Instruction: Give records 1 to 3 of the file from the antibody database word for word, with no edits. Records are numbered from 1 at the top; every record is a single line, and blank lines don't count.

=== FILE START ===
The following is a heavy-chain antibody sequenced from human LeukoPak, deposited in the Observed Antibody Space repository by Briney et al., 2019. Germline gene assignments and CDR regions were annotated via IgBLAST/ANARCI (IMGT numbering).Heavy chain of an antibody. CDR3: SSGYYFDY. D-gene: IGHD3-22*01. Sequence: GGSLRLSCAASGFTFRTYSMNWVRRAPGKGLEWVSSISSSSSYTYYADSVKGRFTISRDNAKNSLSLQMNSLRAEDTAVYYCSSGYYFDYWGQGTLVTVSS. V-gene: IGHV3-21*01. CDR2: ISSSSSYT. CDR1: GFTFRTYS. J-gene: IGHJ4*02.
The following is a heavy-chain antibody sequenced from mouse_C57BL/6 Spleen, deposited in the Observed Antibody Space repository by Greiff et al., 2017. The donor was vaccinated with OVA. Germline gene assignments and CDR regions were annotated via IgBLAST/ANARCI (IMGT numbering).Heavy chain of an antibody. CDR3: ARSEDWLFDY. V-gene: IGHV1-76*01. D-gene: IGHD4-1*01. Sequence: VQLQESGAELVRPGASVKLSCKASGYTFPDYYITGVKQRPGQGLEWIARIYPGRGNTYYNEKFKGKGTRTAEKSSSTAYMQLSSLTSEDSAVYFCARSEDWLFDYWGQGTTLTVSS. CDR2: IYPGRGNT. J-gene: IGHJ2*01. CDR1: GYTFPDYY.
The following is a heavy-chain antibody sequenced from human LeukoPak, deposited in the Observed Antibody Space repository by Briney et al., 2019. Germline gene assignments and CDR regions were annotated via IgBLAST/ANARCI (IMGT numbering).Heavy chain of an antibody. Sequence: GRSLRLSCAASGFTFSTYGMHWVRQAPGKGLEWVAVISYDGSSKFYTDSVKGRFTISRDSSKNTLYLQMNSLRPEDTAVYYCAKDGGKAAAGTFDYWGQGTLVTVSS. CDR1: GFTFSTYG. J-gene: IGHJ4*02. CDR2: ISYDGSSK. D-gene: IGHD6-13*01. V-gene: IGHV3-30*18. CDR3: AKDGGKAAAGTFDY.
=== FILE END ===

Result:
The following is a heavy-chain antibody sequenced from human LeukoPak, deposited in the Observed Antibody Space repository by Briney et al., 2019. Germline gene assignments and CDR regions were annotated via IgBLAST/ANARCI (IMGT numbering).Heavy chain of an antibody. CDR3: SSGYYFDY. D-gene: IGHD3-22*01. Sequence: GGSLRLSCAASGFTFRTYSMNWVRRAPGKGLEWVSSISSSSSYTYYADSVKGRFTISRDNAKNSLSLQMNSLRAEDTAVYYCSSGYYFDYWGQGTLVTVSS. V-gene: IGHV3-21*01. CDR2: ISSSSSYT. CDR1: GFTFRTYS. J-gene: IGHJ4*02.
The following is a heavy-chain antibody sequenced from mouse_C57BL/6 Spleen, deposited in the Observed Antibody Space repository by Greiff et al., 2017. The donor was vaccinated with OVA. Germline gene assignments and CDR regions were annotated via IgBLAST/ANARCI (IMGT numbering).Heavy chain of an antibody. CDR3: ARSEDWLFDY. V-gene: IGHV1-76*01. D-gene: IGHD4-1*01. Sequence: VQLQESGAELVRPGASVKLSCKASGYTFPDYYITGVKQRPGQGLEWIARIYPGRGNTYYNEKFKGKGTRTAEKSSSTAYMQLSSLTSEDSAVYFCARSEDWLFDYWGQGTTLTVSS. CDR2: IYPGRGNT. J-gene: IGHJ2*01. CDR1: GYTFPDYY.
The following is a heavy-chain antibody sequenced from human LeukoPak, deposited in the Observed Antibody Space repository by Briney et al., 2019. Germline gene assignments and CDR regions were annotated via IgBLAST/ANARCI (IMGT numbering).Heavy chain of an antibody. Sequence: GRSLRLSCAASGFTFSTYGMHWVRQAPGKGLEWVAVISYDGSSKFYTDSVKGRFTISRDSSKNTLYLQMNSLRPEDTAVYYCAKDGGKAAAGTFDYWGQGTLVTVSS. CDR1: GFTFSTYG. J-gene: IGHJ4*02. CDR2: ISYDGSSK. D-gene: IGHD6-13*01. V-gene: IGHV3-30*18. CDR3: AKDGGKAAAGTFDY.